For many Americans, the first sign of the Great Stimulus of 2009 will be a few extra dollars in their paychecks this May or June, due to a new tax credit to be doled out throughout the year.
The weekly bump won’t be much – about $13 on average – but the hope is that millions of people will feel just enough richer to splurge on something they might not otherwise have bought.
When the US might first see the effect of the stimulus on the overall economy is a more complicated question. Some items in the bill – such as the personal tax credit, a tax break for first-time home buyers, and expanded unemployment benefits – may provide a quick monetary boost. Others, notably the billions in infrastructure spending, won’t peak until 2010.
In fact, it might be years before economists get a handle on how, or if, the stimulus boosted the nation’s gross domestic product (GDP) in its hour of need. That’s because success in this case might be measured not by a sudden spike in business, but by things that don’t happen: layoffs not made, bankruptcies averted, and foreclosures forborne.
“One thing is certain: There is no ‘silver bullet.’ The recession will take time to play out, and the economic stimulus package and financial-sector reform efforts will take time to produce results,” concludes a new Wachovia Economics Group analysis.
A 3.8 percent boost?
“I don’t want to pretend that today marks the end of our economic problems. Nor does it constitute all of what we have to do to turn our economy around,” the president said. “But today does mark the beginning of the end, the beginning of what we need to do to create jobs for Americans scrambling in the wake of layoffs.”
The stimulus bill could by the fourth quarter of 2009 provide an increase of anywhere from 1.4 percent to 3.8 percent in what the GDP would otherwise have been, reports the Congressional Budget Office (CBO).
This increase might fade a bit, to between 1.1 percent and 3.3 percent of GDP, by 2010 and then fall off year by year, according to the CBO. The legislation’s stimulative effect would end by 2014.
But the macroeconomic effects of any economic stimulus program are uncertain, wrote CBO director Douglas Elmendorf in a letter to Sen. Judd Gregg (R) of New Hampshire, the ranking Republican on the Senate Budget Committee.
Big stimulus is rare
One reason is because federal pump-priming on this scale has rarely been attempted. “Some economists remain skeptical there would be any significant effects, while others expect very large ones,” wrote Mr. Elmendorf.
The $787 billion stimulus bill, if nothing else, is a landmark achievement for a new chief executive. It took President Ronald Reagan until August 1981 – or seven months in office – to get his tax-cut-based economic plan through Congress. Mr. Obama has pushed through a larger piece of legislation in just over a month.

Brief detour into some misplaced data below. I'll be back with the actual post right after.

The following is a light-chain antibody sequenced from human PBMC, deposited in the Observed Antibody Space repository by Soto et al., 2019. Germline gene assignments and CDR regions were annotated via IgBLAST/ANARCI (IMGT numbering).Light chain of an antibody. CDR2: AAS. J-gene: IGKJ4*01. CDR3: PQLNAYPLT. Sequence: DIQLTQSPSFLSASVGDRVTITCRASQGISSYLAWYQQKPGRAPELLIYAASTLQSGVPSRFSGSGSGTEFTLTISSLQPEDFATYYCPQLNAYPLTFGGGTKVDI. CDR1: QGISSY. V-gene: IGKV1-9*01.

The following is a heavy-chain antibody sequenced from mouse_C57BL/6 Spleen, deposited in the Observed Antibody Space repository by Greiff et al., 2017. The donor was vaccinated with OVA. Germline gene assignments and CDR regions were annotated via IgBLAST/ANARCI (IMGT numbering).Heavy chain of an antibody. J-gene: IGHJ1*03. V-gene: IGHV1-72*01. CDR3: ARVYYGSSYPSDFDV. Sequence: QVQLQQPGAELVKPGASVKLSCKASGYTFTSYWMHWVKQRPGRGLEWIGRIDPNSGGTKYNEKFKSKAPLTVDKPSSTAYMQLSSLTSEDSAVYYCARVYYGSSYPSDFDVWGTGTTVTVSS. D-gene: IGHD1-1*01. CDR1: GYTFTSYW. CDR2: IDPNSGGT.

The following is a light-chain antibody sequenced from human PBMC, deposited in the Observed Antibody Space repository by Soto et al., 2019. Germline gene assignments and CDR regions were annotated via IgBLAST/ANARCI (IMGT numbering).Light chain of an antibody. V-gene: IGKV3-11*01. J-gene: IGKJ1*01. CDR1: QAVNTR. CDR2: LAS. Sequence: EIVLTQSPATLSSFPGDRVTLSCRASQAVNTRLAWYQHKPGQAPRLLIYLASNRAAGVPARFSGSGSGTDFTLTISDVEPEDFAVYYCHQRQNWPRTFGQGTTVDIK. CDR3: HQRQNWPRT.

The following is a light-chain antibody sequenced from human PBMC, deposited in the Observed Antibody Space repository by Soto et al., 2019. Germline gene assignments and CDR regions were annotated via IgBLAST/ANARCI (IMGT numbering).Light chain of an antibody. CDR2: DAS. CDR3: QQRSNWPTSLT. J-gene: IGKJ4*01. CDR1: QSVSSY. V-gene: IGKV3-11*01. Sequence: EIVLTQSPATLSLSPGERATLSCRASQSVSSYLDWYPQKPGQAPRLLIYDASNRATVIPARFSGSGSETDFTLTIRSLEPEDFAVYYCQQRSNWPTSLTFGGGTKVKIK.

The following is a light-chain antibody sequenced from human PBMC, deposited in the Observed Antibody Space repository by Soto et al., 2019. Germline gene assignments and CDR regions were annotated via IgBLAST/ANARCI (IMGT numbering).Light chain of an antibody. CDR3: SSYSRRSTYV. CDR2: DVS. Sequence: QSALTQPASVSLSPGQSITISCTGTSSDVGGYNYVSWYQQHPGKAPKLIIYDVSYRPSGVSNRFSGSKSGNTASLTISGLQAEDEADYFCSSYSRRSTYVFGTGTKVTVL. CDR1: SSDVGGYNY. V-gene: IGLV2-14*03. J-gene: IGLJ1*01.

Reagan’s tax cuts were approved with some support from Democrats, however. Obama’s stimulus – of which tax cuts make up more than one-third of the total – drew only three GOP Senate votes, meaning its success or failure could become a sharp political issue in the future.
The tax cuts in Obama’s stimulus are intended to be the shock troops of recovery, moving quickly into the economy to revive consumer and business spending.
A $400 tax cut
The centerpiece individual tax reduction, the Making Work Pay tax credit, will be worth up to $400 for this year and next for individuals making up to $75,000, and $800 for couples making up to $150,000. (Above those amounts, the tax credit is phased out.)
Spread over a whole year, the amount is about $8 a week. But because the cut won’t kick in this year until the Internal Revenue Service has had time to adjust its withholding tables, the average amount for 2009 should be about $13.
The hope is that taxpayers will react to the new cash, however small it is, by temporarily adjusting their opinions of how much money they make, and spending accordingly. By contrast, President Bush’s tax-cut stimulus of 2008 came in a lump-sum check of $300 on average, which many Americans treated as a one-time event, causing them to save a significant portion rather than spend all the cash.
An $8,000 housing credit
Other tax reductions in the 2009 bill include an expansion of the $1,000 child tax credit to more low-income families and an $8,000 tax credit for first-time home buyers who purchase their homes before Dec. 1.
New-car buyers can write off the sales taxes on those purchases, if they buy before the end of the year. Homeowners who add energy-efficient windows, furnaces, or air conditioners can get a tax credit to cover up to 30 percent of the costs, up to $1,500.
College students are eligible for tax credits of up to $2,500 to help pay tuition and related expenses in 2009 and 2010.
The bill also continues the annual Washington practice of exempting many middle-income taxpayers from the Alternative Minimum Tax, which was designed 40 years ago to recoup money from the wealthy but hasn’t been indexed for inflation. Because most taxpayers have already figured this adjustment into their spending patterns, the AMT patch won’t do much to stimulate the economy, most economists say.
Through 2010: $584 billion
Overall, the stimulus legislation will cost the US government about $584 billion over two years, figures the CBO. (Its total $787 billion cost comes from adding in money distributed in further years.) Of that amount, tax changes account for about $240 billion.
Direct spending on infrastructure will take more time to filter through the economy than will tax cuts.
“The infrastructure investments ... are not likely to boost growth until 2010 and 2011,” writes Diane Swonk, chief economist of Mesirow Financial in Chicago, in a new analysis. “Most agree that the payoffs in terms of employment are greater with infrastructure investments than tax cuts. The problem is that they take time to get up and running.”
– Associated Press material was used in this report.